The Cure of Imperfect Sight by Treatment
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The Original Bates Method, for correcting vision defects

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Palming Instead of Morphine           289
the water, but will not suffer from cold. Under the same conditions he may succumb from weakness on the march, but will not feel fatigue. He may die of hemorrhage, but he will die painlessly. It will not be necessary to give him morphine to relieve his pain; and thus to the dangers of the battlefields will not be added the danger of returning to civil life under the handicap of a lifelong morphine habit.
This danger, there is reason to believe, assumed enor mous proportions during the war. The Germans used a bullet which broke when it struck the bone and caused intense pain. The men often died of this pain before help arrived. Whey they were rescued the surgeons at once gave them morphine. A few hours later the injection was probably repeated. Then the drug was given less frequently, but in many cases it was not discontinued entirely while the man was in the hospital. A Red Cross surgeon at a meeting of the New York County Medical Society stated that he had been responsible for pro ducing the morphine habit in thousands of soldiers, and that every physician at the front had done the same. By such a simple method as palming all this might have been prevented.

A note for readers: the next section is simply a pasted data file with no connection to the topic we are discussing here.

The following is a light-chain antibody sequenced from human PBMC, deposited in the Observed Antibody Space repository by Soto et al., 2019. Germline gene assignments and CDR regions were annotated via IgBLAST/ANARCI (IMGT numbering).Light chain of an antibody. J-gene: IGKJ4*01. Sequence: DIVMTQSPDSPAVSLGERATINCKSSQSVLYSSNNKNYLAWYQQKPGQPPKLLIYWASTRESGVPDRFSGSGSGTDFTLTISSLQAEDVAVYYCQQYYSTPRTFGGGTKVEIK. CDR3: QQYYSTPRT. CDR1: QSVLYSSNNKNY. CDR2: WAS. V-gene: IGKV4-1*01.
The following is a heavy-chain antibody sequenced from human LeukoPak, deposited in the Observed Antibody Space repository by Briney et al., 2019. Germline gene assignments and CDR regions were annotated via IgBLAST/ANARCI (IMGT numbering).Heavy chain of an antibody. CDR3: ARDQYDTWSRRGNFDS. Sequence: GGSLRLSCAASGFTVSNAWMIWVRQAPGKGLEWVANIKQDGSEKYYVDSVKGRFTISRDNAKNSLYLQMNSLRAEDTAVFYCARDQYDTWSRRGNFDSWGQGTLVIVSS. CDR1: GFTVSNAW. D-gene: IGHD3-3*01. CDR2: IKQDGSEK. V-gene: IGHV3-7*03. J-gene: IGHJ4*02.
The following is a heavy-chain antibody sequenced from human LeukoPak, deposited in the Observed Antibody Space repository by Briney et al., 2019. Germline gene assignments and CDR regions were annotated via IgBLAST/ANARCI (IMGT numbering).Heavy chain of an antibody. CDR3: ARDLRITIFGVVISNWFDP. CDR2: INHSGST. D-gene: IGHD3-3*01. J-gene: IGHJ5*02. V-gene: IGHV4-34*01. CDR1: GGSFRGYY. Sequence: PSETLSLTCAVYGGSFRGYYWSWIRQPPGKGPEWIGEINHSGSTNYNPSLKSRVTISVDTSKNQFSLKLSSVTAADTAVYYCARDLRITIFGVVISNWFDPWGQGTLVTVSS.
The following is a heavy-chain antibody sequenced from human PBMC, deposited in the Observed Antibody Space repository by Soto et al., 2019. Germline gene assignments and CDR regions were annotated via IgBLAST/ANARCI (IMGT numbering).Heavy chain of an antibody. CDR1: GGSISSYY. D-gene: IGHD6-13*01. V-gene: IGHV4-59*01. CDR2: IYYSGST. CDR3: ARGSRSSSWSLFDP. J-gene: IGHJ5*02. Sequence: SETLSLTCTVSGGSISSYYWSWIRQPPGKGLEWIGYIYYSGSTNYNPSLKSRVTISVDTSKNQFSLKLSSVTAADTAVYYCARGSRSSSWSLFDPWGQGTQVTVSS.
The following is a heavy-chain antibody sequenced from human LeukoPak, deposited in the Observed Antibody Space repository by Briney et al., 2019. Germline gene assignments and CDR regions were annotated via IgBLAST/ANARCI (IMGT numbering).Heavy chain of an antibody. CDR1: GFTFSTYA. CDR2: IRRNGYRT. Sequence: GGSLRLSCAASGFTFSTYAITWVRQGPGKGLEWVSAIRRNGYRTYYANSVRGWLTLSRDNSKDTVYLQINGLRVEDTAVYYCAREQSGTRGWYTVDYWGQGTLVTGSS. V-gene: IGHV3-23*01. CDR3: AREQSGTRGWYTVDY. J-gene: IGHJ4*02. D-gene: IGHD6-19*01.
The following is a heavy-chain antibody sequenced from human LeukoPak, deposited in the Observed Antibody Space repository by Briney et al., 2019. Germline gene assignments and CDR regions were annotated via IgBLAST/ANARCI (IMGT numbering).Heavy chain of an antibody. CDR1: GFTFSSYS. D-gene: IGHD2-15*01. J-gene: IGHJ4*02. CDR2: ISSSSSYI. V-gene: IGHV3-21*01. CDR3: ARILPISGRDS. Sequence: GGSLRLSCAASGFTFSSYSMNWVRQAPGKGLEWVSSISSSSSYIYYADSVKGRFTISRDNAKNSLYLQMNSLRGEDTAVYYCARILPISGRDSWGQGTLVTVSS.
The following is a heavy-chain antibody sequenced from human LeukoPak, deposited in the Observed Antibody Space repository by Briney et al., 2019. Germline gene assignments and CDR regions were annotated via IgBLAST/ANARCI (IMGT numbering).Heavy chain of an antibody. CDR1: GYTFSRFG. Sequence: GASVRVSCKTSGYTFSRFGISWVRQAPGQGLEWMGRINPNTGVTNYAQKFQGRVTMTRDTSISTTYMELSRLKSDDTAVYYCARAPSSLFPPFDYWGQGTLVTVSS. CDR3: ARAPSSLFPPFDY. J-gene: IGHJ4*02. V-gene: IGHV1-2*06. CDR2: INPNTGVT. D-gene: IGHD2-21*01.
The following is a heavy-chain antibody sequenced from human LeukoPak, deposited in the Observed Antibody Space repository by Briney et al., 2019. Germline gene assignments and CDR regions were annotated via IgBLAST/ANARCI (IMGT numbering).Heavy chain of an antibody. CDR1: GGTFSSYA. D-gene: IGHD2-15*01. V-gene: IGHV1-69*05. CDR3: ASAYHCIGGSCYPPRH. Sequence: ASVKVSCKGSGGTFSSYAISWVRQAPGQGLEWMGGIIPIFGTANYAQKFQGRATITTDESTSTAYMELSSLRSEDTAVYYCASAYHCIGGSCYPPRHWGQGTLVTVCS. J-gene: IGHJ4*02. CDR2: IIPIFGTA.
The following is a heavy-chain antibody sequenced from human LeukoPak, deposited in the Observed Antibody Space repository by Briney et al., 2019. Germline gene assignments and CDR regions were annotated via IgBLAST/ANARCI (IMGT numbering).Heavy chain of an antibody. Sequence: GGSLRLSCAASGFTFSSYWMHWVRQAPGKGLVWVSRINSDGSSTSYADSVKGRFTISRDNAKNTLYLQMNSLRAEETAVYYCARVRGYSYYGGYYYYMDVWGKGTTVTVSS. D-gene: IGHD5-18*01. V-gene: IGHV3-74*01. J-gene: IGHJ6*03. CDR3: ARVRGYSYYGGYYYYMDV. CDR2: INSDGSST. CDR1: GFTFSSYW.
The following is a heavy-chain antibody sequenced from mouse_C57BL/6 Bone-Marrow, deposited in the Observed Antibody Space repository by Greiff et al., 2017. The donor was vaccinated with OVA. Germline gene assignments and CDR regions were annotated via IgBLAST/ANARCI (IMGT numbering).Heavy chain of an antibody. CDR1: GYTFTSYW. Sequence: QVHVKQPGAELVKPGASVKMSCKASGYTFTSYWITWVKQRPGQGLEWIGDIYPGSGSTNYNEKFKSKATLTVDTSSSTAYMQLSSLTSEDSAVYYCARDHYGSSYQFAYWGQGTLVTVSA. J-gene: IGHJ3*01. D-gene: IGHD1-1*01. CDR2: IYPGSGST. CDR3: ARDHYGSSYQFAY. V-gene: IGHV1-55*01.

If we are going to have universal military and naval training, an essential part of that training should be the instruction of the prospective soldiers and sailors in the art of relieving their own pain; and in the event of war every one who goes to the front, in whatever capacity, from the generals and admirals down to the ambulance drivers, should understand palming. Everyone in the war zone, no matter how far behind the lines, may need this knowledge to relieve his own pain, and everyone may need it to relieve the pain of others.